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Where has all the education gone?

  • Pritchett, Lant

Cross-national data on economic growth rates show that increases in educational capital resulting from improvements in the educational attainment of the labor force have had no positive impact on the growth rate of output per worker. In fact, contends the author, the estimated impact of growth of human capital on conventional nonregression growth accounting measures of total factor productivity is large, strongly significant, and negative. Needless to say, this at least appears to contradict the current conventional wisdom in development circles about education's importance for growth. After establishing that this negative result about the education-growth linkage is robust, credible, and consistent with previous literature, the author explores three possible explanations that reconcile the abundant evidence about wage gains from schooling for individuals with the lack of schooling impact on aggregate growth: 1) that schooling creates no human capital. Schooling may not actually raise cognitive skills or productivity but schooling may nevertheless raise the private wage because to employers it signals a positive characteristic like ambition or innate ability; 2) that the marginal returns toeducation are falling rapidly where demand for educated labor is stagnant. Expanding the supply of educated labor where there is stagnant demand for it causes the rate of return to education to fall rapidly, particularly where the sluggish demand is due to limited adoption of innovations; and 3) that the institutional environments in many countries have been sufficiently perverse that the human capital accumulated has been applied to activities that served to reduce economic growth. In other words, possibly education does raise productivity, and there is demand for this more productive educated labor, but demand for educated labor comes from individually remunerative but socially wasteful or counterproductive activities - a bloated bureaucracy, for example, or overmanned state enterprises in countries where the government is the employer of last resort - so that while individuals'wages go up with education, output stagnates, or even falls.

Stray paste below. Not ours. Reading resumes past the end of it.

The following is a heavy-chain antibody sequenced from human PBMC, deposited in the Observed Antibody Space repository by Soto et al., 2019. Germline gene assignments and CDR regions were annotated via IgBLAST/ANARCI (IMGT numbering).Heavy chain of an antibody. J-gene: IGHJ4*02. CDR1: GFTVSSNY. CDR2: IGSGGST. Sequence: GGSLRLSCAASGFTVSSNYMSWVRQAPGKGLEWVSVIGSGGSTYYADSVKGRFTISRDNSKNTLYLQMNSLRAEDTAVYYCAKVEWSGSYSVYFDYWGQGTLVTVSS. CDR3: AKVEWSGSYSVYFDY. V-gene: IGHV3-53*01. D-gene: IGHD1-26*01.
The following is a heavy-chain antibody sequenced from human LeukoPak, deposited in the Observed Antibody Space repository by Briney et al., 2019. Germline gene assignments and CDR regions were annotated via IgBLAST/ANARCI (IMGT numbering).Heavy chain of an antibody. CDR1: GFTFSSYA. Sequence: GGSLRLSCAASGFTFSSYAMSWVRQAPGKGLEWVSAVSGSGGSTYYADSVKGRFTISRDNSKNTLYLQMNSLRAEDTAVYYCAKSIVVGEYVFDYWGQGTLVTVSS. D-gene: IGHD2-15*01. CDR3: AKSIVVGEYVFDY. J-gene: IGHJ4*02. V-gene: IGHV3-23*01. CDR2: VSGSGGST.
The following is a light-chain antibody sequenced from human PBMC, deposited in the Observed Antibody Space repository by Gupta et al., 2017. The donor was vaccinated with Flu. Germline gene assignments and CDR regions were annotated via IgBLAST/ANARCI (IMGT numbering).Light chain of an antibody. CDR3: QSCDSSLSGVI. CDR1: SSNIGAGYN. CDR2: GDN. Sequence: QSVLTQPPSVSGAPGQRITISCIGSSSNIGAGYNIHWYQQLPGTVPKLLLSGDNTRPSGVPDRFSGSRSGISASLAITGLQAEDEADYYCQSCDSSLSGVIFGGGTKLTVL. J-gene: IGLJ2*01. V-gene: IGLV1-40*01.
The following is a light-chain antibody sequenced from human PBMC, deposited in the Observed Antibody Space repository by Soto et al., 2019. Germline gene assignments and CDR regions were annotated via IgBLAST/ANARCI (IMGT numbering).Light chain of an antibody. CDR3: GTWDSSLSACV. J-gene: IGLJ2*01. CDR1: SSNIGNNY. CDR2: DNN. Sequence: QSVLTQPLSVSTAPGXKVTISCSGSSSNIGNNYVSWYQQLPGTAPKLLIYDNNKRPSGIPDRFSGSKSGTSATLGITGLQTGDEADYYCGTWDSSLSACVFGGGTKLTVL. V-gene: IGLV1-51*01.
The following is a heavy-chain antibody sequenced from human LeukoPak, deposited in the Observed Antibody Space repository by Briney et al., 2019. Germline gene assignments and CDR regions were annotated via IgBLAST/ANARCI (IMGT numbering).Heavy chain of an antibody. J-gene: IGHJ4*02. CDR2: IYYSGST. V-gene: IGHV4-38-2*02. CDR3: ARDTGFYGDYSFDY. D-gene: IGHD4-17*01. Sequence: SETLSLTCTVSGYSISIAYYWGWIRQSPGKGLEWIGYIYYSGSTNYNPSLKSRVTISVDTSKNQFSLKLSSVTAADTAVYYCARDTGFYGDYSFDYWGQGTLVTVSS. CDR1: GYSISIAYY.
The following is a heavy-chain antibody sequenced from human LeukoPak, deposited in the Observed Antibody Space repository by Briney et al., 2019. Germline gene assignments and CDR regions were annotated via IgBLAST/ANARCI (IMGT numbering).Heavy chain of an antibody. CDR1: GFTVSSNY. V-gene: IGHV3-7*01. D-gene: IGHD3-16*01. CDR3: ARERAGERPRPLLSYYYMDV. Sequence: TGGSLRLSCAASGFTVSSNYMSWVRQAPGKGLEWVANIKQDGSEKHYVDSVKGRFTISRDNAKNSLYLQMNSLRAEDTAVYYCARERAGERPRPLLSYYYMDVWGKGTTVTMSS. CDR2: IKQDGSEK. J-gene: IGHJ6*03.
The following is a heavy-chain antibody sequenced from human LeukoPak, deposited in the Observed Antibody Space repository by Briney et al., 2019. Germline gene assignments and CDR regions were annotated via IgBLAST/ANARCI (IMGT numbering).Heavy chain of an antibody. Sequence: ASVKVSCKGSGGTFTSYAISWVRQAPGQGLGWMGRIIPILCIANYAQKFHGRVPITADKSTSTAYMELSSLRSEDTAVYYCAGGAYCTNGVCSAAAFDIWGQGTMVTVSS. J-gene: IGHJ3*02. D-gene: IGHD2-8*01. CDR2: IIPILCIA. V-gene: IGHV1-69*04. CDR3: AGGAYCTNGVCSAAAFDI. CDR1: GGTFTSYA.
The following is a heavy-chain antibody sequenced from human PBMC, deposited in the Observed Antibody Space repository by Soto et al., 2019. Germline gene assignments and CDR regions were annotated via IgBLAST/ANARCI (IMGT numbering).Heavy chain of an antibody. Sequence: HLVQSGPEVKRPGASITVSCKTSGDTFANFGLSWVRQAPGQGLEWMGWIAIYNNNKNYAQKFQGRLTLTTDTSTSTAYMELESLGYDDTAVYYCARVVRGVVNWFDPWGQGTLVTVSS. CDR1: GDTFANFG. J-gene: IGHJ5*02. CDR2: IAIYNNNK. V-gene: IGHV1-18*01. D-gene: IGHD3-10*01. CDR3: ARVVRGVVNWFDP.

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Paper provided by The World Bank in its series Policy Research Working Paper Series with number 1581.

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Date of creation: 31 Mar 1996
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Handle: RePEc:wbk:wbrwps:1581
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  1. Eric A. Hanushek, . "Interpreting Recent Research on Schooling in Developing Countries," Wallis Working Papers WP3, University of Rochester - Wallis Institute of Political Economy.
  2. Schultz, T. Paul, 1988. "Education investments and returns," Handbook of Development Economics, in: Hollis Chenery & T.N. Srinivasan (ed.), Handbook of Development Economics, edition 1, volume 1, chapter 13, pages 543-630 Elsevier.
  3. Ashenfelter, Orley & Krueger, Alan B, 1994. "Estimates of the Economic Returns to Schooling from a New Sample of Twins," American Economic Review, American Economic Association, vol. 84(5), pages 1157-73, December.
  4. J. Bradford De Long & Lawrence H. Summers, . "Equipment Investment and Economic Growth," J. Bradford De Long's Working Papers _122, University of California at Berkeley, Economics Department.